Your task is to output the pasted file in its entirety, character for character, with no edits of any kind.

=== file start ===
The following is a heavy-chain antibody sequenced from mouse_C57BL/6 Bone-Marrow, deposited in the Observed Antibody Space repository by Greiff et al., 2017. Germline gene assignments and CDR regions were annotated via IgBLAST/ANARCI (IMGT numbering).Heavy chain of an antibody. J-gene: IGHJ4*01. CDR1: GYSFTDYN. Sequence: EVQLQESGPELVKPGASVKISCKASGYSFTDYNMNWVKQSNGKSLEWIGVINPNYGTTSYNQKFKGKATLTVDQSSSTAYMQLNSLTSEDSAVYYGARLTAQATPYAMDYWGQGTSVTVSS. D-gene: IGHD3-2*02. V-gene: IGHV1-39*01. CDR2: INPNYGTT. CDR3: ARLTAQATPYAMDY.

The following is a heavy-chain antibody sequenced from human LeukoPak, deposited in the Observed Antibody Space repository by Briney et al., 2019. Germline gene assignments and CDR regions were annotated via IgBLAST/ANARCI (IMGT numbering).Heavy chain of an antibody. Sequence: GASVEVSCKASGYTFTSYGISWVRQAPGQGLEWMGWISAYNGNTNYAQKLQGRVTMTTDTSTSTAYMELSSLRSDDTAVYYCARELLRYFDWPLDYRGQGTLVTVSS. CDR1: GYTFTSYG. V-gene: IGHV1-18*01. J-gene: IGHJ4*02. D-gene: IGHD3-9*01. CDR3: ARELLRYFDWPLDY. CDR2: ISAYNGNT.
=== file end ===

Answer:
The following is a heavy-chain antibody sequenced from mouse_C57BL/6 Bone-Marrow, deposited in the Observed Antibody Space repository by Greiff et al., 2017. Germline gene assignments and CDR regions were annotated via IgBLAST/ANARCI (IMGT numbering).Heavy chain of an antibody. J-gene: IGHJ4*01. CDR1: GYSFTDYN. Sequence: EVQLQESGPELVKPGASVKISCKASGYSFTDYNMNWVKQSNGKSLEWIGVINPNYGTTSYNQKFKGKATLTVDQSSSTAYMQLNSLTSEDSAVYYGARLTAQATPYAMDYWGQGTSVTVSS. D-gene: IGHD3-2*02. V-gene: IGHV1-39*01. CDR2: INPNYGTT. CDR3: ARLTAQATPYAMDY.

The following is a heavy-chain antibody sequenced from human LeukoPak, deposited in the Observed Antibody Space repository by Briney et al., 2019. Germline gene assignments and CDR regions were annotated via IgBLAST/ANARCI (IMGT numbering).Heavy chain of an antibody. Sequence: GASVEVSCKASGYTFTSYGISWVRQAPGQGLEWMGWISAYNGNTNYAQKLQGRVTMTTDTSTSTAYMELSSLRSDDTAVYYCARELLRYFDWPLDYRGQGTLVTVSS. CDR1: GYTFTSYG. V-gene: IGHV1-18*01. J-gene: IGHJ4*02. D-gene: IGHD3-9*01. CDR3: ARELLRYFDWPLDY. CDR2: ISAYNGNT.